Bipartisan Support For China Tariffs Ahead Of Vote

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The debate on trade sanctions against China that has roiled the Senate all week comes to a head in a make-or-break vote Thursday. Earlier this week, 79 senators voted to take up the bill, which could slap punitive tariffs on imports from China, the largest U.S. trading partner.

The legislation has strong backing from Democrats and Republicans alike; they say it could boost American jobs by punishing China's efforts to keep its currency undervalued and its exports underpriced. Opponents warn that should the bill become law, it could touch off a devastating trade war.

Senate Majority Leader Harry Reid, D-Nev., predicted Wednesday that the measure's passage could help sustain more than 1.5 million American jobs by making U.S. goods more competitive with Chinese goods that would end up costing more.

"The bill before the Senate would even the odds for American workers and manufacturers in the global marketplace by stopping unfair currency manipulation by the Chinese government," Reid said.

Trade expert Fred Bergsten, who directs the nonpartisan Peterson Institute for International Economics in Washington, D.C., said there's no doubt "China cheats on its most fundamental international obligations." He said China spends $1 billion to $2 billion a day to keep its currency undervalued by 20 to 30 percent.

"That's the equivalent of a subsidy on all exports of 20 to 30 percent, an additional tariff on all imports of 20 to 30 percent — and this is by the largest trading country in the world," he said.

Democrats brought up the populist-flavored legislation prior to planned votes on three controversial and long-pending trade deals with South Korea, Panama and Colombia. That's fine with South Carolina Republican Sen. Lindsey Graham, a co-sponsor.

"Regardless of the motives, it's an opportunity to pass the bill, and some people would say it gives political cover because the trade agreements are coming — it's a nod to the unions," Graham said, "and what I say is, it is a policy change that is long overdue, that Republicans and Democrats see this the same."

One of those Republicans is Ohio Sen. Rob Portman, who pushed for a re-evaluation of China's currency when he served as U.S. trade representative during the Bush administration.

"I believe this administration should label China a currency manipulator, because I think it's clear that there continues to be manipulation," Portman said.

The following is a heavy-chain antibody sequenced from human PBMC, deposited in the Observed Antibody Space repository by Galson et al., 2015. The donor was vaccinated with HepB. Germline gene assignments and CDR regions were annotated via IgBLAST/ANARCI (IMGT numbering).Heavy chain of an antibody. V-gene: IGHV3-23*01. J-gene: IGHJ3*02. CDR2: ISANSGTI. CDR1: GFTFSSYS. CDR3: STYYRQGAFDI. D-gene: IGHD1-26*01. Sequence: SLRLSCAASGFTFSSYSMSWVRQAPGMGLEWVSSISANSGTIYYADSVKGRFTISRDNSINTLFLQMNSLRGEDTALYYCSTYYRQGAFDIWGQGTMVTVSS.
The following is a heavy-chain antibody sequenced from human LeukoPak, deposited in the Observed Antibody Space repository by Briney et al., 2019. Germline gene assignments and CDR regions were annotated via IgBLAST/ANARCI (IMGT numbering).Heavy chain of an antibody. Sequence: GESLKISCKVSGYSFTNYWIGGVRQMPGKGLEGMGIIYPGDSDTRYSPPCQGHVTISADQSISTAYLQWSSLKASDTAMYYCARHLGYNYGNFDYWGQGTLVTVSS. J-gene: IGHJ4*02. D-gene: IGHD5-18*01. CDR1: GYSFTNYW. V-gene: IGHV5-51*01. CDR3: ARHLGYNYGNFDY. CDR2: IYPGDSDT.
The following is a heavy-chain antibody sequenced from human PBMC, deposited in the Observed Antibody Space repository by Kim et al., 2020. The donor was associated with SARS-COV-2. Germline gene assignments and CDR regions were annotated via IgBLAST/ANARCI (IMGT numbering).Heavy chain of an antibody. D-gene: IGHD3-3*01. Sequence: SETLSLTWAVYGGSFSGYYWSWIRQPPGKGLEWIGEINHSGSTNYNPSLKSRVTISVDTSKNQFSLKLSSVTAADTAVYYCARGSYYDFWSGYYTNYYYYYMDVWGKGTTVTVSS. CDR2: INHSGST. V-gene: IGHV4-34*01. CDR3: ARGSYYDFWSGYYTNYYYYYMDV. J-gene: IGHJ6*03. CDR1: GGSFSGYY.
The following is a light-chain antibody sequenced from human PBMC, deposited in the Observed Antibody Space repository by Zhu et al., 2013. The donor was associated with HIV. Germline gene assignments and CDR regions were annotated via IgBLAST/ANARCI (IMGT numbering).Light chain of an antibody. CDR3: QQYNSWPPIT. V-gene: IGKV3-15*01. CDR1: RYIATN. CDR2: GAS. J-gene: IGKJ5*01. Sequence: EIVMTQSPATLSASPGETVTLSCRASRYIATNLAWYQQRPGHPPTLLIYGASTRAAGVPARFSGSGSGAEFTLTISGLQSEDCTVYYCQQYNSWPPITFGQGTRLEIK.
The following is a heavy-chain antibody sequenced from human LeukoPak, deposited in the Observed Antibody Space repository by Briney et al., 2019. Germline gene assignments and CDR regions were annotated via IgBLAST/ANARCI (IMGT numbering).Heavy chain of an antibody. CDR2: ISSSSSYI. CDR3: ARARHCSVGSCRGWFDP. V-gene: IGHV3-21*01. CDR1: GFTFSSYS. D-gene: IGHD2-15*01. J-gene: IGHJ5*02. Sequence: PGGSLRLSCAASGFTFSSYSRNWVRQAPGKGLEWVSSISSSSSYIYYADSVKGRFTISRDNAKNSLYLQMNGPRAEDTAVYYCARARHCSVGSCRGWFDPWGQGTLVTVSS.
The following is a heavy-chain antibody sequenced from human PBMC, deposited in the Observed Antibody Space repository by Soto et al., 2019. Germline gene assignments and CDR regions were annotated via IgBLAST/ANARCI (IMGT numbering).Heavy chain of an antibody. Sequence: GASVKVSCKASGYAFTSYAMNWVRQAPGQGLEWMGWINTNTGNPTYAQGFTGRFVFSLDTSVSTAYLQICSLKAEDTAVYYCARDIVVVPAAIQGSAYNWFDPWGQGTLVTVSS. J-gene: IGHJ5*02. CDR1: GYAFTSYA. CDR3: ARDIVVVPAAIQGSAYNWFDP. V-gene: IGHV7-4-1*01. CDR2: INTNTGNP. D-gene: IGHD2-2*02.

The Obama White House has pointedly avoided endorsing the China currency bill. White House spokesman Jay Carney on Wednesday expressed concerns that the bill could cause what he called "consistency issues" with the nation's international commitments.

"We have, from the beginning as an administration, worked on the issue of the undervalued Chinese currency, and it has appreciated to some degree as a result, we think, of those efforts," he said. "More needs to be done."

Just as it has divided Democrats, the China legislation has split Republicans. Tennessee's Lamar Alexander, the Senate's No. 3 Republican, called the bill a "punch" in China's nose.

"History teaches us they'll punch us right back in the nose, and the result will be a trade war, which destroys jobs rather than creates jobs," he said.

Another of the bill's co-sponsors says such warnings are overblown. New York Democratic Sen. Charles Schumer said China depends far more on the U.S. as an export market than the U.S. does on China for its own exports.

"So while China will retaliate in a measured way, they're not going to create a trade war," he said. "It's not in their interests; they can't afford to."

A key vote Thursday could come from Senate Republican Leader Mitch McConnell, who says he has not yet made up his mind.

"I'm still looking at it," he said. "I want to see what it looks like at the end."

Even if the bill does pass in the Senate, it could face a tougher climb in the House. Speaker John Boehner, R-Ohio, signaled as much earlier this week.

"I think it's pretty dangerous to be moving legislation through the United States Congress forcing someone to deal with the value of their currency," he said. "This is well beyond, I think, what the Congress ought to be doing."

House members who think otherwise are circulating a petition to force a vote on the bill in the House as well. They say they have the numbers there to pass it.

Copyright 2011 National Public Radio. To see more, visit http://www.npr.org/.

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